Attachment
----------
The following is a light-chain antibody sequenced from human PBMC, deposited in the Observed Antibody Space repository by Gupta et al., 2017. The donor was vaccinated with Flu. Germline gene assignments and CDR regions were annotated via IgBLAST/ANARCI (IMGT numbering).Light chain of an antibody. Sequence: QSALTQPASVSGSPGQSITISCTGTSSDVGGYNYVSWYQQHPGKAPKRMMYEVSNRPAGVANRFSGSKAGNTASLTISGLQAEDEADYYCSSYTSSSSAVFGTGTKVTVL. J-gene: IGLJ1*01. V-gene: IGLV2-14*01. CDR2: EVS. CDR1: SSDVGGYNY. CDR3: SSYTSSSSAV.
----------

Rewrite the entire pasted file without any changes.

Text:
The following is a light-chain antibody sequenced from human PBMC, deposited in the Observed Antibody Space repository by Gupta et al., 2017. The donor was vaccinated with Flu. Germline gene assignments and CDR regions were annotated via IgBLAST/ANARCI (IMGT numbering).Light chain of an antibody. Sequence: QSALTQPASVSGSPGQSITISCTGTSSDVGGYNYVSWYQQHPGKAPKRMMYEVSNRPAGVANRFSGSKAGNTASLTISGLQAEDEADYYCSSYTSSSSAVFGTGTKVTVL. J-gene: IGLJ1*01. V-gene: IGLV2-14*01. CDR2: EVS. CDR1: SSDVGGYNY. CDR3: SSYTSSSSAV.